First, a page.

Friday, June 14, 2013 1:19 PM
  • Please, please, please read any book on SQL!

    Maybe you should calm down.  I asked a legitimate question.

    Ever since the SQL-86 Standards, in every implementation the language NULLs are dropped from aggregates.

    That is exactly how I have been calculating aggregates for 30 years, before SQL was as common as it is now.  (Remember hierarchical databases?)  I said that I didn't consider this a useful 'warning' but didn't want to disable it in case I disabled something else.

    This is like no understanding how zero works in math.

    Maybe I have no understanding of how math works, or zeroes, or nulls, but somehow I have been working with computers before there were PCs.  Go figure.

    Friday, June 14, 2013 1:31 PM
  • I can think of 2 uses for this warning: (1) it reminds us that nulls are present and allowed in the source column; (2) it alerts us to the presence of data or logic errors in situations where nulls should not be expected.

    Persisting a non-standard practice on the basis of 30 years' precedence won't win accolades from your successors.

    
    Monday, June 17, 2013 1:40 AM
  • I was having trouble too.  However, my issue was not due to a NULL value.  Mine was due to the fact that I misspelled the field name.  Once I corrected the name, the script worked for me.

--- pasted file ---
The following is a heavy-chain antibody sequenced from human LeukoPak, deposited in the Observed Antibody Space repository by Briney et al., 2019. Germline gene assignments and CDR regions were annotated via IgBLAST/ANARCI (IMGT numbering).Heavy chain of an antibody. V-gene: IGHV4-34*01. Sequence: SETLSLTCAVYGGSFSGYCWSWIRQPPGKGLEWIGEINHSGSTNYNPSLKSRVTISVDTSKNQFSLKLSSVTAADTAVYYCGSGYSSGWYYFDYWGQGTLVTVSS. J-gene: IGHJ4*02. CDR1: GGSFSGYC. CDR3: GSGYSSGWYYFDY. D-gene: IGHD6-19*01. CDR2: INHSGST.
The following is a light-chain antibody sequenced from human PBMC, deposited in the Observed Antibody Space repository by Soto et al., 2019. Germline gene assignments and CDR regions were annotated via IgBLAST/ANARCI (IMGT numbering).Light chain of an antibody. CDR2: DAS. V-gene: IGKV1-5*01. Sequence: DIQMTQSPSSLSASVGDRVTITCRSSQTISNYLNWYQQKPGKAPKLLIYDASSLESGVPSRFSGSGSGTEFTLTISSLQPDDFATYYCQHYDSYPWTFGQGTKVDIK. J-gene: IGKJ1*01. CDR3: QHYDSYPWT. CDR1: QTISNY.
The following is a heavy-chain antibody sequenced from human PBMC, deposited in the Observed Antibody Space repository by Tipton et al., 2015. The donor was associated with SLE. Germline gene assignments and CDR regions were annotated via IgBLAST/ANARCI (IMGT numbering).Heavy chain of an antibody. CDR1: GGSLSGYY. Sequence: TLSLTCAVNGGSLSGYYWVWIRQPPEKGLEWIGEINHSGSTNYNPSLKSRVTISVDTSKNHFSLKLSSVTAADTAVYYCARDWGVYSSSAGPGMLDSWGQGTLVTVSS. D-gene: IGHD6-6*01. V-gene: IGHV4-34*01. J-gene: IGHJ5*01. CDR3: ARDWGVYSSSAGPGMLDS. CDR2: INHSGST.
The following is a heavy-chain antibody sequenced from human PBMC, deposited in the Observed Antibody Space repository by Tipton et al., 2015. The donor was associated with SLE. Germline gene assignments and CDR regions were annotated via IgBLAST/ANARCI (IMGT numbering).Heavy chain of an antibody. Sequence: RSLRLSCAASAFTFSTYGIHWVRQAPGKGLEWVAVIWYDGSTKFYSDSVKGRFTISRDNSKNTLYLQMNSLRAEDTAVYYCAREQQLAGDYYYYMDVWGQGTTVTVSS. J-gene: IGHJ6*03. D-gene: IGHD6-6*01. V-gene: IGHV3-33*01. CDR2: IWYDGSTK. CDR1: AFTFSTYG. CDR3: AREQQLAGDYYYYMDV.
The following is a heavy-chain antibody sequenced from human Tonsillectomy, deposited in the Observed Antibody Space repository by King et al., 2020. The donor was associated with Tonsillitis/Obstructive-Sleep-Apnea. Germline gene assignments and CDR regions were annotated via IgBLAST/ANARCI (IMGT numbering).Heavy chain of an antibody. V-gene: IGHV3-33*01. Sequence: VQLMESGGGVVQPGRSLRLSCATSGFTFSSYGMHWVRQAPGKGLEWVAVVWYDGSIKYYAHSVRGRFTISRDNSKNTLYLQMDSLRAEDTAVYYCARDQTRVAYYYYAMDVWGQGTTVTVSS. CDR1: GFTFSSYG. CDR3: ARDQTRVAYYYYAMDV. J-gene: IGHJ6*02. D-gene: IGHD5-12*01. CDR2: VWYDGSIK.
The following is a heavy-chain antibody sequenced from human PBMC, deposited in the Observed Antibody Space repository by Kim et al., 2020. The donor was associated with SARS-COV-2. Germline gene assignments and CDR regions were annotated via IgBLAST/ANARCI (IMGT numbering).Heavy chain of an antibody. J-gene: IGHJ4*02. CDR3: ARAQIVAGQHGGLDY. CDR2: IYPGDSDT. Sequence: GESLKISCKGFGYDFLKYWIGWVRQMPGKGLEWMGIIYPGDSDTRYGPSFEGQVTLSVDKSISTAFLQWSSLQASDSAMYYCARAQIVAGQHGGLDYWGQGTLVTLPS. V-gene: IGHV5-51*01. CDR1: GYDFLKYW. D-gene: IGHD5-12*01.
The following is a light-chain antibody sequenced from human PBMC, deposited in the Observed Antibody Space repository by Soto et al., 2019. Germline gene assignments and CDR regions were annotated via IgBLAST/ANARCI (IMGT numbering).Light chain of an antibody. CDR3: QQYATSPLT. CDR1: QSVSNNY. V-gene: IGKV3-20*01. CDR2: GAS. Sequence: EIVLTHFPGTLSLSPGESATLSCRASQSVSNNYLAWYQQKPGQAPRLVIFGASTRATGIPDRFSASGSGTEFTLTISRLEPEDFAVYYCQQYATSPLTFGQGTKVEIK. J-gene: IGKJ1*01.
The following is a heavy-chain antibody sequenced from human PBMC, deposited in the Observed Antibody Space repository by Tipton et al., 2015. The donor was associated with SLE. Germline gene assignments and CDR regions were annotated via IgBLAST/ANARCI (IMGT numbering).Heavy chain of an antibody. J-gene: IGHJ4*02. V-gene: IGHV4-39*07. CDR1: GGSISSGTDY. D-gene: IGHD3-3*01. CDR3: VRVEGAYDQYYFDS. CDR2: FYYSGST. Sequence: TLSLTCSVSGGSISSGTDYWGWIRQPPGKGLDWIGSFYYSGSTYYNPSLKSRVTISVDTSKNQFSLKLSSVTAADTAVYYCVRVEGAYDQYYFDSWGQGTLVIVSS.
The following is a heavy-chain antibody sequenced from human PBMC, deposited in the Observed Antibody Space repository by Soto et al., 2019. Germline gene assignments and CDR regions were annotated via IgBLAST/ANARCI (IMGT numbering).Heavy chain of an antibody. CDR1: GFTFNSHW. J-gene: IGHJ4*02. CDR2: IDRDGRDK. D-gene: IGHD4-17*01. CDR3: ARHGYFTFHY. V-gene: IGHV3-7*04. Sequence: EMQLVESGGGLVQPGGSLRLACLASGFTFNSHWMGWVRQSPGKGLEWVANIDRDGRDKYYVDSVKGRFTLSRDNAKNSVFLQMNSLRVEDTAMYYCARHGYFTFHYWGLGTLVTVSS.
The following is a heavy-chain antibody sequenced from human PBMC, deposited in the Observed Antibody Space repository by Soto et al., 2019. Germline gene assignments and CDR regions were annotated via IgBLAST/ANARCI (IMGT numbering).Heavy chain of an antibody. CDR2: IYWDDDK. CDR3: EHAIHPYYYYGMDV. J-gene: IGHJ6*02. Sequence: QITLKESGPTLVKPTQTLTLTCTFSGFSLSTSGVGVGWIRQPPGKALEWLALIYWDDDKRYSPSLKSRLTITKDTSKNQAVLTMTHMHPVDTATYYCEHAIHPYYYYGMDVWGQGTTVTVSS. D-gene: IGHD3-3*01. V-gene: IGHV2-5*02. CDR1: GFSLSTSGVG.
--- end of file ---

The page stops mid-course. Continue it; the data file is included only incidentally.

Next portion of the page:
Friday, July 26, 2013 7:52 PM
  • INV_Informe_Precios_Bodega  0.00,'',''

    This stored I want to show the result

    Friday, May 09, 2014 7:57 PM
  • I can think of 2 uses for this warning: (1) it reminds us that nulls are present and allowed in the source column; (2) it alerts us to the presence of data or logic errors in situations where nulls should not be expected.

    Persisting a non-standard practice on the basis of 30 years' precedence won't win accolades from your successors.

    

    Actually, there is a good story about this :) Back when I was on X3H2, Len Gallagher from NIST had summer interns who tested this in all the SQLs we had back then. There was a question of how a cursor would work when a group from a GROUP BY was read. Should the warning about the group having a NULL appear when we DECLARE CURSOR?  when we OPEN CURSOR (many SQLs did not do the query until then)? The first FETCH INTO (many SQLs did not do the query until then)? Each FETCH INTO (actually, this is required)? 

    It is implementation defined! This is an ANSI/ISO cop-out :)

    The example was a report grouping the sales by teams; some of the teams have a salesman who failed to turn in his report (sales_amt IS NULL). Do you do the report at all? Is NULL the same as $0.00 in sales? Is the team's sum NULL? 

    But back to the topic, if (A + B +..+ NULL) = NULL, then SUM(<numeric expression>) = NULL when any value in the set is NULL. That is why we drop them. 

    And as a purist, NULL is not a value! it is the lack of any value. SQL has to cast them to a data type for columns, but we are violating Codd's RM rules. 


    --CELKO-- Books in Celko Series for Morgan-Kaufmann Publishing: Analytics and OLAP in SQL / Data and Databases: Concepts in Practice Data / Measurements and Standards in SQL SQL for Smarties / SQL Programming Style / SQL Puzzles and Answers / Thinking in Sets / Trees and Hierarchies in SQL

    Saturday, May 10, 2014 8:57 PM